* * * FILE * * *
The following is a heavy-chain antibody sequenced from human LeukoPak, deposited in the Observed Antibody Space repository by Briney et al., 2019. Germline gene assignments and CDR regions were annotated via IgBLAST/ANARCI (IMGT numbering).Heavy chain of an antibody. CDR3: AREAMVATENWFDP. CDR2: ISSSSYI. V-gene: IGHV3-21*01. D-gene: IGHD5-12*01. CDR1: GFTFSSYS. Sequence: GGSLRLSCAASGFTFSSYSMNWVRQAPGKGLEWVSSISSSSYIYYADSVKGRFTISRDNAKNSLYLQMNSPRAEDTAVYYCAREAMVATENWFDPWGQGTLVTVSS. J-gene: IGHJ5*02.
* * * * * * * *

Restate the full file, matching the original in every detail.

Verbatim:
The following is a heavy-chain antibody sequenced from human LeukoPak, deposited in the Observed Antibody Space repository by Briney et al., 2019. Germline gene assignments and CDR regions were annotated via IgBLAST/ANARCI (IMGT numbering).Heavy chain of an antibody. CDR3: AREAMVATENWFDP. CDR2: ISSSSYI. V-gene: IGHV3-21*01. D-gene: IGHD5-12*01. CDR1: GFTFSSYS. Sequence: GGSLRLSCAASGFTFSSYSMNWVRQAPGKGLEWVSSISSSSYIYYADSVKGRFTISRDNAKNSLYLQMNSPRAEDTAVYYCAREAMVATENWFDPWGQGTLVTVSS. J-gene: IGHJ5*02.